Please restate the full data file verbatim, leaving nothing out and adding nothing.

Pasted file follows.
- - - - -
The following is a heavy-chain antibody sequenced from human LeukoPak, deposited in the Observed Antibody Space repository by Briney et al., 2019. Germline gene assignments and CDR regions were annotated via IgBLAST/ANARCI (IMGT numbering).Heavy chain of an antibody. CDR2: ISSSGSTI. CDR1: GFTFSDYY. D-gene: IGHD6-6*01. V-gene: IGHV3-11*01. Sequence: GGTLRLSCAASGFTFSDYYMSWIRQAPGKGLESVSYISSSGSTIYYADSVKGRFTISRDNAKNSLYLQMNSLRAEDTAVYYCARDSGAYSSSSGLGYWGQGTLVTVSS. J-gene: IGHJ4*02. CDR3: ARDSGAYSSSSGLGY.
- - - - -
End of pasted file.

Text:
The following is a heavy-chain antibody sequenced from human LeukoPak, deposited in the Observed Antibody Space repository by Briney et al., 2019. Germline gene assignments and CDR regions were annotated via IgBLAST/ANARCI (IMGT numbering).Heavy chain of an antibody. CDR2: ISSSGSTI. CDR1: GFTFSDYY. D-gene: IGHD6-6*01. V-gene: IGHV3-11*01. Sequence: GGTLRLSCAASGFTFSDYYMSWIRQAPGKGLESVSYISSSGSTIYYADSVKGRFTISRDNAKNSLYLQMNSLRAEDTAVYYCARDSGAYSSSSGLGYWGQGTLVTVSS. J-gene: IGHJ4*02. CDR3: ARDSGAYSSSSGLGY.